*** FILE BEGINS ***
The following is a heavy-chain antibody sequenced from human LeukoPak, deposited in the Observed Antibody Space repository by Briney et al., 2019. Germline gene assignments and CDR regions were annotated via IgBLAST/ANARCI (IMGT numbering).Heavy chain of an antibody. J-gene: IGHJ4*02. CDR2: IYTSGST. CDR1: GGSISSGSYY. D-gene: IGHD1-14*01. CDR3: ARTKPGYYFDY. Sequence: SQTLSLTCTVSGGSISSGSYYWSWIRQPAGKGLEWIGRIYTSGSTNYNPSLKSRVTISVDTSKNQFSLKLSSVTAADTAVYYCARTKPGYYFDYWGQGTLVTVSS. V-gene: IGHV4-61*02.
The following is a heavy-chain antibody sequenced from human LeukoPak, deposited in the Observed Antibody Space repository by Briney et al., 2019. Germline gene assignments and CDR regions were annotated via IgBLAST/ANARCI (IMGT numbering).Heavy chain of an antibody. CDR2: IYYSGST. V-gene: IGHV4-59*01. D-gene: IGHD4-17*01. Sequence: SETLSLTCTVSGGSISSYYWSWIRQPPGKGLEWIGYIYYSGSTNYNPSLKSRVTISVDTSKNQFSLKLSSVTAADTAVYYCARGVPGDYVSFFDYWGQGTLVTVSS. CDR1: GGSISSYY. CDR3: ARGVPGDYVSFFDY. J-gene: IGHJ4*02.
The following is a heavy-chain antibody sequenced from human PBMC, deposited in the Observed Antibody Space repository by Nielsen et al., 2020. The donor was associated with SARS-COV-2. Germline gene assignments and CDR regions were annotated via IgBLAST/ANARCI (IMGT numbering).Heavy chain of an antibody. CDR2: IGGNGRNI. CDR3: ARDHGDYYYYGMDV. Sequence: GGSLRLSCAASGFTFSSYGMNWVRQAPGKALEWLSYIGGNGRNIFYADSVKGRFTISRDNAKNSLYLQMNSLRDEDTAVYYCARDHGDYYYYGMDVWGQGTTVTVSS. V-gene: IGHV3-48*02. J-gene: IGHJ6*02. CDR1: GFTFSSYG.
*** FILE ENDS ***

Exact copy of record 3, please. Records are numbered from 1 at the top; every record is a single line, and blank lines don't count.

The following is a heavy-chain antibody sequenced from human PBMC, deposited in the Observed Antibody Space repository by Nielsen et al., 2020. The donor was associated with SARS-COV-2. Germline gene assignments and CDR regions were annotated via IgBLAST/ANARCI (IMGT numbering).Heavy chain of an antibody. CDR2: IGGNGRNI. CDR3: ARDHGDYYYYGMDV. Sequence: GGSLRLSCAASGFTFSSYGMNWVRQAPGKALEWLSYIGGNGRNIFYADSVKGRFTISRDNAKNSLYLQMNSLRDEDTAVYYCARDHGDYYYYGMDVWGQGTTVTVSS. V-gene: IGHV3-48*02. J-gene: IGHJ6*02. CDR1: GFTFSSYG.